Tuesday, July 5, 2016


Being fluent in more than one language seemed normal to me my entire life. I can't remember a time when I couldn't speak two languages.

Often you hear that the Amish send their children to school where they will learn to speak English. I learned how to speak English long before I went to school, as did most of the other families in our community. I only know of one family whose children couldn't speak English when they started school and it was a very frustrating six weeks or so for both teacher and children until they started grasping it. Our schools were always strictly English speaking only, except for Wednesdays when we had our German classes, which essentially was a third language for all of us.

Since leaving the Amish we have made a gradual change to speaking almost entirely in English even in our home. It has come to the point where Buddy can't even understand what we're saying if we talk in Pennsylvania Dutch/Amish.

We don't want to lose the language, and have been trying to incorporate more of it into our daily life. Sometimes with hilarious results.

This morning when we were doing our morning chores, I asked Rosebud to sweep the kitchen floor, in Pennsylvania Dutch. After she burst out laughing, I realized for the first time that the word used for sweep is pronounced exactly the same as the word used for car. It's something we didn't really stop to think of before the language became secondary.

We're hoping with a little time and effort we'll be able to have Buddy bilingual as well.


  1. I can see where that would be extremely difficult for the school teacher.
    Hopefully Buddy picks up on the PA Dutch quickly!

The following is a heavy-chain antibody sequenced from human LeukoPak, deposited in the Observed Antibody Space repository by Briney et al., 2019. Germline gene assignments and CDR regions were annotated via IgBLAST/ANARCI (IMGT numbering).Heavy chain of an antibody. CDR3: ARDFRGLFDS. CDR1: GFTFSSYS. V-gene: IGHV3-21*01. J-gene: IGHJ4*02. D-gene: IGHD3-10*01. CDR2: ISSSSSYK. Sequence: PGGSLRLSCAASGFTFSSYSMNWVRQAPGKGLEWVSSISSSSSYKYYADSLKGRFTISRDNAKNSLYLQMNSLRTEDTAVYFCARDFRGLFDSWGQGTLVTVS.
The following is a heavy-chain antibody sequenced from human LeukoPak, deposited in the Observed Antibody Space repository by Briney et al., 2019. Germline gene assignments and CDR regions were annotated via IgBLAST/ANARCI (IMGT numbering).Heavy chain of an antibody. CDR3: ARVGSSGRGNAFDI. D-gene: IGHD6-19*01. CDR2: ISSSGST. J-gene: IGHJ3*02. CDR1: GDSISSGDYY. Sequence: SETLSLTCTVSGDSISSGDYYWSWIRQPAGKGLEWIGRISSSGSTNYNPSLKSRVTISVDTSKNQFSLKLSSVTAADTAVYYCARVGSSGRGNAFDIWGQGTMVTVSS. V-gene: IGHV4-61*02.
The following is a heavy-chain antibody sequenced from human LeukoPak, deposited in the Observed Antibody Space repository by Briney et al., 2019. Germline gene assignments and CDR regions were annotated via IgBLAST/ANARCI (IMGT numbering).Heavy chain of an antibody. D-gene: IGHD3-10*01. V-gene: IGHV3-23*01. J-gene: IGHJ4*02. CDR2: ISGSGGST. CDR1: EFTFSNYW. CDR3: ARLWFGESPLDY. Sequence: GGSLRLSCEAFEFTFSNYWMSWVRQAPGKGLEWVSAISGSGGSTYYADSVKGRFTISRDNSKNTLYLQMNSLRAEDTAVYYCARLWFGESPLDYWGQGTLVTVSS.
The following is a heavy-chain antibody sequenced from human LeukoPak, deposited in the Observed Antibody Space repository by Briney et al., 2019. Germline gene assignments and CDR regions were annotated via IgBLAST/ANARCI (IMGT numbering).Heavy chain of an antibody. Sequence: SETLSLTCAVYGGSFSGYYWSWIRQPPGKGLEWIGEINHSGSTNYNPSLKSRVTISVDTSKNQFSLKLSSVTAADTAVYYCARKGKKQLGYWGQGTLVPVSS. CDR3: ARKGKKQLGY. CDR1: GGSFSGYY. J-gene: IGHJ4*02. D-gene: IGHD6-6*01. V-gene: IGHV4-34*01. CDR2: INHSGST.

2. Buddy will be bilingual before you know it!

  3. My grandparents spoke Pennsylvania Dutch. I wish I'd learned it.

  4. I love that you're continuing the tradition of language with your children. My grandparents immigrated from Germany and would only speak English in their home as they were proud to be American. While I find that wonderful and honorable, I do wish they had taught my father and the grandchildren their native language.

  5. Children learn languages very quickly. When their brains are ready to learn to speak, they can easily master more than one language at a time. It's a narrow window, though.

    Do most Amish speak only Pennsylvania Dutch or German at home? And is PA Dutch really Dutch or is it a combination of languages (like Yiddish is a combination of Hebrew and German)?

  6. Mom and Dad never taught us PA Dutch. I really wish they would have. Thank you for keeping the language alive in your home!

  7. My mum's folks were from Germany, and we spoke German at home until after WWII, when my father put his foot down and insisted he didn't want me going to school with a German accent. As a result, I spoke "American", but with a combination Aussie-German accent.


Thank you so much for taking time to comment. I love hearing your thoughts.